Which you could figure out in some sense from those geometries what all those coordinates are. How do you tell someone to fold there? Well, you could use a polynomial. Could say oh, you've got to construct root 5. Or what's a tough one? Let's say you want to compute the fifth root of 103. Is that prime? I think so. So some nasty thing like this. You say oh well, I would really like x to the fifth to equal 103. If I could solve this polynomial, then I could construct this number. How do I solve that polynomial? Well I'm all about solving polynomials using linkages. I could build a crazy linkage device out of my piece of paper. Don't try this at home, please.

But in theory, you could come up with these n really long bars, fold them around, and think of them as linkages. And you tell people, oh well you just need to align these dots, you may make little pinches on at the ends of these things, those simulate the edges of your linkage. And then you just tell people to move these creases around until this point lies on some line. And then you've solved your polynomial. And this is a natural generalization in some sense to something called origami axioms, which we will probably talk about at some point. Usually you think about doing one fold at a time. You want to make one fold so that this point maps onto this line, and this point maps onto this line.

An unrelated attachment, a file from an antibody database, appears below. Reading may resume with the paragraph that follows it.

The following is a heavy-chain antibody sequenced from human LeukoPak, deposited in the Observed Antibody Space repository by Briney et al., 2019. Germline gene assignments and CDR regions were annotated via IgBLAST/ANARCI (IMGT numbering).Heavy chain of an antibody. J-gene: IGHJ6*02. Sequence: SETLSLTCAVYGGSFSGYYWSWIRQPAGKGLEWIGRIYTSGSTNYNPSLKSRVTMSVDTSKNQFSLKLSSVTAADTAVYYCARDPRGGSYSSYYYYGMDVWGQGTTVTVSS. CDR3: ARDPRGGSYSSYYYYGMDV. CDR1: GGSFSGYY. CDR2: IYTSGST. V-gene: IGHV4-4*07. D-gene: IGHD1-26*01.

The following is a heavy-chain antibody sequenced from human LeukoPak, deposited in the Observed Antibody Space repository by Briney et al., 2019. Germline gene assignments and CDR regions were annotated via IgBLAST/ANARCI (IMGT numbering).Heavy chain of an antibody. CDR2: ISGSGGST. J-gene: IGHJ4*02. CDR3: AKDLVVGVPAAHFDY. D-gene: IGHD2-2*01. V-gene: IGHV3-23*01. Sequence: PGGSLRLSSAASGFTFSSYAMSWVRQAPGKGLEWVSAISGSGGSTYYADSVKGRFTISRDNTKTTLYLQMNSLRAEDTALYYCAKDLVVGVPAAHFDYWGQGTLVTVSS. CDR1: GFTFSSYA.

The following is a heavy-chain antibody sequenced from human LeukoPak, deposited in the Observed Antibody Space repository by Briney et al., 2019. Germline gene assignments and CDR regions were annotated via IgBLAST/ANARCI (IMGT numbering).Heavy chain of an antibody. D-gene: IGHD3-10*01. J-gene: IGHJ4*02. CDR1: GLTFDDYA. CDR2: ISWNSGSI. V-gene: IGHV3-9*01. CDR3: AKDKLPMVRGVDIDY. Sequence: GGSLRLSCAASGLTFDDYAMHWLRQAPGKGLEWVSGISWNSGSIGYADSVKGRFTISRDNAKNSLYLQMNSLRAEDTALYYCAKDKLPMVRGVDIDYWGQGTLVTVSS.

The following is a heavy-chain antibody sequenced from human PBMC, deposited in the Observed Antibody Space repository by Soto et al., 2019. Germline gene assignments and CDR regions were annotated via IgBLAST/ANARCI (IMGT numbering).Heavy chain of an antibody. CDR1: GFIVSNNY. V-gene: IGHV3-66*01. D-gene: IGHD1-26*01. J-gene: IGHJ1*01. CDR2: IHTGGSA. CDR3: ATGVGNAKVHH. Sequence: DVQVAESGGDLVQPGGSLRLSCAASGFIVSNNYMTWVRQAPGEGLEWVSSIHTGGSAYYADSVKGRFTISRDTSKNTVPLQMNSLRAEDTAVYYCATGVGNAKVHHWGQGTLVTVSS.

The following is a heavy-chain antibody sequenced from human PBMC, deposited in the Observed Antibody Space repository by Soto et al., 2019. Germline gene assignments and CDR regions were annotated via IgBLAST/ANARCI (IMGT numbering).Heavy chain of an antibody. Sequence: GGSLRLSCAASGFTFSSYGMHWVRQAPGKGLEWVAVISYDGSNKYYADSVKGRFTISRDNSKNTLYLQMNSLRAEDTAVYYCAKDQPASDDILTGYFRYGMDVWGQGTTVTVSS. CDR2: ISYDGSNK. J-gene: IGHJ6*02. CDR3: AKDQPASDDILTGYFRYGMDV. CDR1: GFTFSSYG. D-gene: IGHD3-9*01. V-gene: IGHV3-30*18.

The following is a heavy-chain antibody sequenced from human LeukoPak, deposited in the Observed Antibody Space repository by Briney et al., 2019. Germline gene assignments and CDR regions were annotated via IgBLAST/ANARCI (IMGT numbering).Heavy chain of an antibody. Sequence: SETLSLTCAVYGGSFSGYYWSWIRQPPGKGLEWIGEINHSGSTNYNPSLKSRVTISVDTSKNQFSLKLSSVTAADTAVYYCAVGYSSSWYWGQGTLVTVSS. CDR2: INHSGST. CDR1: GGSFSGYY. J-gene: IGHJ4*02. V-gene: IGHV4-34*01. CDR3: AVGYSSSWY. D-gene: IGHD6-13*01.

That's the typical origami axiom. It's pretty good. It can trisect angles and it can do fun things. But it can really only solve degree four equations. You want to solve a degree five equation, you need some higher level techniques. And one way to do that is with Kempe's universality. It's pretty impractical, but at least in theory you can do anything, you can locate any point you want, any algebraic point, which are the things you'd want from tree maker, using this technique, little crazy. There are other ways to do it, too. But this one way to do it, as mentioned in the textbook. Questions. All right. That's how to sign your name.